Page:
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Pageant Book

Hook Has a Word to Say

Squirrel illustrationThere is a dread, awesome-looking Pirate Ship which, riding on the bosom of the lake, holds all the enmity and viciousness which the great Jimmy Hook (Mr James Hook to you, Sir) has for Peter. With his ‘Avast! Belay! Yo-ho! Heave ho! a Pirating We’ll Go!’ he claims, as he always could and would, the attention of those around him. He leaves on his ship one of the dread comrades to attend to the bell, with his recurring ‘All’s well.’

There has been a wonderful procession – a trail of Red Indians with the handsome Tiger Lily, the Lost Boys with their inattentive nursemaids, Peter, Wendy, the Wolves, the Fairies, the Roseleaves and the rest of the little folk. They have gone round and round at the same pace, never catching up until the Pirates cause dismay and the frightened ones disappear. We must not imagine that they are all afraid. No, the Red Indians are a brave lot, but they only have their native weapons to pit against the guns of the Jolly Roger; but they put up a good fight, anyway.

The wolves have a little innings, but the Lost Boys know how to make them run away by walking backwards and peeping though their own legs, and soon the scene is cleared of this anxiety.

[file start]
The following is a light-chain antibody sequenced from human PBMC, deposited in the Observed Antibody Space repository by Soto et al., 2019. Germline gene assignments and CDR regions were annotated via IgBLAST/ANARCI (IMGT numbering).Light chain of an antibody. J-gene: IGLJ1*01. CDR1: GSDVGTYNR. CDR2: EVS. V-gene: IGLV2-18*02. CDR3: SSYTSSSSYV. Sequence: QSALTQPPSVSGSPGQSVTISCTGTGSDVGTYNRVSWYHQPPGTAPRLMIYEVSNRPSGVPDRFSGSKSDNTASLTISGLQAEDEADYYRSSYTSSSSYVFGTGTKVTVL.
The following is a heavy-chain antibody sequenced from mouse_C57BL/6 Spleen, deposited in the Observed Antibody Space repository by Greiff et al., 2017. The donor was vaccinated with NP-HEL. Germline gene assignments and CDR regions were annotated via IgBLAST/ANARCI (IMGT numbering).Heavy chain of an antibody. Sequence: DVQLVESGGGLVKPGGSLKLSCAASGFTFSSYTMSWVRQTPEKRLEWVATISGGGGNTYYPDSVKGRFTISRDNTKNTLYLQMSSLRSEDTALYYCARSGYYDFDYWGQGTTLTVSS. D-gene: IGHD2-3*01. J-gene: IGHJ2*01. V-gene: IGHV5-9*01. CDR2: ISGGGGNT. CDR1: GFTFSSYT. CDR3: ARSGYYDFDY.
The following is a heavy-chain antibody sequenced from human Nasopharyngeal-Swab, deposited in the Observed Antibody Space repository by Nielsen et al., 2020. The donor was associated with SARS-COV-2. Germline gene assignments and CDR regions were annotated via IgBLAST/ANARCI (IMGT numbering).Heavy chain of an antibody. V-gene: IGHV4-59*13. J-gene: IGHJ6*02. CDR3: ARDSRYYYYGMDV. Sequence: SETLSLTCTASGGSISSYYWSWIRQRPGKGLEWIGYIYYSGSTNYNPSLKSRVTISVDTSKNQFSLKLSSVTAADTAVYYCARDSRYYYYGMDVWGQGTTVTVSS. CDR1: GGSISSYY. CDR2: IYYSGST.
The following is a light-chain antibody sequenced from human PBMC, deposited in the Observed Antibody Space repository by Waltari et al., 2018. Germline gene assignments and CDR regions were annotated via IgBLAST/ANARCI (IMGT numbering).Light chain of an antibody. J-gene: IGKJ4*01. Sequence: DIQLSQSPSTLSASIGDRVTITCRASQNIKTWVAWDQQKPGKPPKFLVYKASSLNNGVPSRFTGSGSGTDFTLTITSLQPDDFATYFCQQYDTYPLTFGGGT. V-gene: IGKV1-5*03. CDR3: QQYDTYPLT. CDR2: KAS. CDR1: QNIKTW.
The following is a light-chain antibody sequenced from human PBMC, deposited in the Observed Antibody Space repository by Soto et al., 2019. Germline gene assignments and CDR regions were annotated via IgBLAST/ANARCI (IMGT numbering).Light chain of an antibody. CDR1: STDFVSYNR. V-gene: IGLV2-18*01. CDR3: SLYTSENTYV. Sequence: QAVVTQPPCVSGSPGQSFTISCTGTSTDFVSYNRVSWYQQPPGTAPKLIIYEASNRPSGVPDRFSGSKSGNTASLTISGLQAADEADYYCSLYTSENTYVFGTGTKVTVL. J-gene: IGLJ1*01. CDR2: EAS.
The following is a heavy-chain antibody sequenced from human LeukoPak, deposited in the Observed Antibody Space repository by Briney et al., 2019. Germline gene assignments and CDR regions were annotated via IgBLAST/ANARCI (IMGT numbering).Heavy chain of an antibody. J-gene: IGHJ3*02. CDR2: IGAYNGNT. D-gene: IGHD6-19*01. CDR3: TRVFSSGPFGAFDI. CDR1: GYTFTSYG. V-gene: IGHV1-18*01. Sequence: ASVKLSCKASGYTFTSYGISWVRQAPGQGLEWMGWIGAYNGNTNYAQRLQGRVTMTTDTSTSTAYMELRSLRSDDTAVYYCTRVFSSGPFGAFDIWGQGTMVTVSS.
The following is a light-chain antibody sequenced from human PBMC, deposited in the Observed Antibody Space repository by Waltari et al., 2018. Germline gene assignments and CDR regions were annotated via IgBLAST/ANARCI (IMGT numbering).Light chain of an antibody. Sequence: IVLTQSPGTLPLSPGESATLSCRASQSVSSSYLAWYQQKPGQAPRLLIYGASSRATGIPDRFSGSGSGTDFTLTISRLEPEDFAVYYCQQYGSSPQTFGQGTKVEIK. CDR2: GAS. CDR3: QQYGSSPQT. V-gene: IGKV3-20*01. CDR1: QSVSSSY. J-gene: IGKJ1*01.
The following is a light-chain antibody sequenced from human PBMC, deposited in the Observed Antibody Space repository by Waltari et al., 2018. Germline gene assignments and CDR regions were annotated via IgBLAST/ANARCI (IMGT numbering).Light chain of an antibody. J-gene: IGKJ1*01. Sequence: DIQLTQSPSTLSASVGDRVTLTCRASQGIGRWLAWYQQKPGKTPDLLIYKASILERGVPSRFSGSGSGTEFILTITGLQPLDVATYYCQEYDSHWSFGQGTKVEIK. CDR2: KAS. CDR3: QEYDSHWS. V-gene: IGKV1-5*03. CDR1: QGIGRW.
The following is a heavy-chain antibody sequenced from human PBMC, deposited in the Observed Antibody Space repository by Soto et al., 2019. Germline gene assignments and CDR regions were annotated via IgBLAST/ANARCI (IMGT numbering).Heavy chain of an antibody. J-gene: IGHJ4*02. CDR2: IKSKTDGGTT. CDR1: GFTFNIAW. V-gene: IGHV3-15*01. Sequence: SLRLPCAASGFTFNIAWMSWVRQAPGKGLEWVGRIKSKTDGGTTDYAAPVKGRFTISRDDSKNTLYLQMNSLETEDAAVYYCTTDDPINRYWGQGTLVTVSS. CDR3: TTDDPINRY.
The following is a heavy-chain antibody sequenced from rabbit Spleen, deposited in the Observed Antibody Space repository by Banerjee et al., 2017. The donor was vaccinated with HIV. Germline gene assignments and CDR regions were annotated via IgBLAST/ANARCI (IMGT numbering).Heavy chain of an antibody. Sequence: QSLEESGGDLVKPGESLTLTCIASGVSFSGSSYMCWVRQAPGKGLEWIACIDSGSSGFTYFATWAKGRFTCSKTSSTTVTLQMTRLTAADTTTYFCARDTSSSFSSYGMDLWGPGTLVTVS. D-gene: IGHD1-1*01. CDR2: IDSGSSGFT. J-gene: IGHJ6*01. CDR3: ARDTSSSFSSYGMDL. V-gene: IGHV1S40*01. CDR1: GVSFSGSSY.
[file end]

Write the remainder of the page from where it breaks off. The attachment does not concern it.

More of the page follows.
Then comes a tragedy, or something which nearly approaches a tragedy, when Tootles, mistaking something which Tinker Bell has said, shoots into the bushes with his bow and arrow and wounds Wendy. It is a sad moment. They bring her in as dead. But the wound is not fatal. She soon recovers, much to the joy of Peter and her friends, although for a while they are anxious.

Mistress of all she surveys, Wendy sings her little song:
‘I wish I had a pretty house,
The littlest ever seen;
With funny little red walls,
And roof of mossy green.’

To hear her command is to obey, and Nibs and Tootles, Slightly and the Twins, vie with each other how quickly they can build this littlest house.
The house grows rapidly, and even Tootles must give up the sole of his shoe for a knocker.
There is no chimney. ‘We must have a chimney’, cries Peter. John – being a perfect gentleman – is wearing a top hat. This is soon turned into a chimney, the blackest chimney that you ever saw.

Now, with suitable decorum, all the young folk enter the house of Wendy to look at the new decorations. Peter keeps guard at the door, and smoke slyly ascends from the chimney.

As the night wears on Peter falls asleep, and the mischievous fairies, who can be as mischievous as other people, come and pinch Peter’s nose and drag him off into the wood.

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